December 14, 2014

East Qorqup Glacier Terminus Disintegration, Greenland

Posted by Mauri Pelto

qorqup sermia compare

Landsat comparison of Qorqup Glacier in 1993 and 2016.  The red arrows indicate the terminus position in 1993 and the yellow arrows the 2016 terminus. Upwelling at front at pink arrow in 2016.

Qorqup Glacier (Qooqqup) is in southern Greenland near Narsarsuaq. The glacier divides shortly above the terminus into an eastern and western glacier branch. Kuussuup Sermia is a distributary glacier of the Qorqup. Here we examine Landsat imagery from 1993 to 2014 and Google Earth imagery from 2005 and 2013. The eastern branch terminus is indicated by the red arrow.

qorqup sermia map-flow

Map of region and image indicating flow
A series of images from 1993 to 2014 indicate limited terminus change, the red arrow indicates the 1993 terminus position on each image. The main change was the minor retreat on the western side of the terminus between 1993 and 1997, where a 600 m wide and 600 m long area was lost. After 2010 the glacier retreated 750 m by 2014. However, in 2014 it is clear that the lower 3 km of the terminus is disintegrating. The disintegration is evident at the pink arrows, with both rifts and iceberg melange sections evident. The Google Earth imagery from 2005 and 2013 indicate a vast change in the character of this terminus reach. In 2005 the terminus is still at the same location, red arrow. The pink arrows indicate crevassing that indicates rapid glacier flow, there is no significant rifting or melange at that time. By 2013 the glacier has retreated from the red arrow at the 1993-2010 terminus position. More importantly each pink arrow indicates an substantial rift or ice melange. The glacier tongue is no longer in contact with the valley walls in its last two kilometers, three kilometers on the east side. There is also a large rift two kilometers from the ice front, indicating a location where the glacier will separate. This rift does penetrate to the water level. The retreat of this glacier is similar to that of Narssap Sermia and Qaleriq Glacier. The rifting leading to calving is what was observed on Petermann Glacier.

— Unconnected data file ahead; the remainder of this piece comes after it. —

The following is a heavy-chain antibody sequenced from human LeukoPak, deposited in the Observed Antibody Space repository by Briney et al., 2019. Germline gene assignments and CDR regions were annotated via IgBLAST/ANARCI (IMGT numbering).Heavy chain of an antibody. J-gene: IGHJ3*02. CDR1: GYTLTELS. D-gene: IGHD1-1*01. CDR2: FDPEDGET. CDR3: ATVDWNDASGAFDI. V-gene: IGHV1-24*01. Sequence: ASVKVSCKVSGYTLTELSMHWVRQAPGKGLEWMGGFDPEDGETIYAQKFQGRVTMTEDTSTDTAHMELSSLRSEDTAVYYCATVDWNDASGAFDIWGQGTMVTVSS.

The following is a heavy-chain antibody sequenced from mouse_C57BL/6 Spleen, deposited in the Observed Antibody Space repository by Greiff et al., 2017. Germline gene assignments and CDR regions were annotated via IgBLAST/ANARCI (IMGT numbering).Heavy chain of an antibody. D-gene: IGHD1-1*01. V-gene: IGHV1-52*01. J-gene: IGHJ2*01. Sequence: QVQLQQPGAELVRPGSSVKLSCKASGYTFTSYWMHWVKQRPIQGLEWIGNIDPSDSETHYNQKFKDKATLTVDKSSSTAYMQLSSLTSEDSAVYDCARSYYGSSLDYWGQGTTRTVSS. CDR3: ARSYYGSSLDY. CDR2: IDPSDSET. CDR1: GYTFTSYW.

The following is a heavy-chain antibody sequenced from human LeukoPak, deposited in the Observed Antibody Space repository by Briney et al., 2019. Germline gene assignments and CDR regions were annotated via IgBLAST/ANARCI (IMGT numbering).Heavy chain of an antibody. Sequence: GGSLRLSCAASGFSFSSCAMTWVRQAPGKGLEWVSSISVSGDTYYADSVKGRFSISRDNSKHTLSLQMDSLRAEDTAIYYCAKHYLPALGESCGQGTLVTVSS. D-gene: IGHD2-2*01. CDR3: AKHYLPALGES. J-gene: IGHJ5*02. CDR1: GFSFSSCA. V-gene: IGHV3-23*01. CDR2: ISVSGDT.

oorqup e sermia 1993
1993 Landsat image

oorqup e sermia 1997
1997 Landsat image

oorqup e sermia 2004
2004 Landsat image


oorqup e sermia 2014
2014 Landsat image

oorqup e sermia 2005
2005 Google Earth image

oorqup e sermia 2013
2013 Google Earth image